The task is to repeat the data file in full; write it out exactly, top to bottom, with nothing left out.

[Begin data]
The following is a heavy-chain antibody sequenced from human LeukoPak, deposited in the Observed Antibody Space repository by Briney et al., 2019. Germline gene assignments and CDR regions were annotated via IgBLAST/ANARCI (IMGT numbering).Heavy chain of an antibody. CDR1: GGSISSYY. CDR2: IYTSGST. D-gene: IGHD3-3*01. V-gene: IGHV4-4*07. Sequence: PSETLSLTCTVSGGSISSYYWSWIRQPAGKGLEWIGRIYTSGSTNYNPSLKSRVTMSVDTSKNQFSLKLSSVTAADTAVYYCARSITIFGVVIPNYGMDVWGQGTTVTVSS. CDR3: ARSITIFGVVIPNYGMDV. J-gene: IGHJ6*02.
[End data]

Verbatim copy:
The following is a heavy-chain antibody sequenced from human LeukoPak, deposited in the Observed Antibody Space repository by Briney et al., 2019. Germline gene assignments and CDR regions were annotated via IgBLAST/ANARCI (IMGT numbering).Heavy chain of an antibody. CDR1: GGSISSYY. CDR2: IYTSGST. D-gene: IGHD3-3*01. V-gene: IGHV4-4*07. Sequence: PSETLSLTCTVSGGSISSYYWSWIRQPAGKGLEWIGRIYTSGSTNYNPSLKSRVTMSVDTSKNQFSLKLSSVTAADTAVYYCARSITIFGVVIPNYGMDVWGQGTTVTVSS. CDR3: ARSITIFGVVIPNYGMDV. J-gene: IGHJ6*02.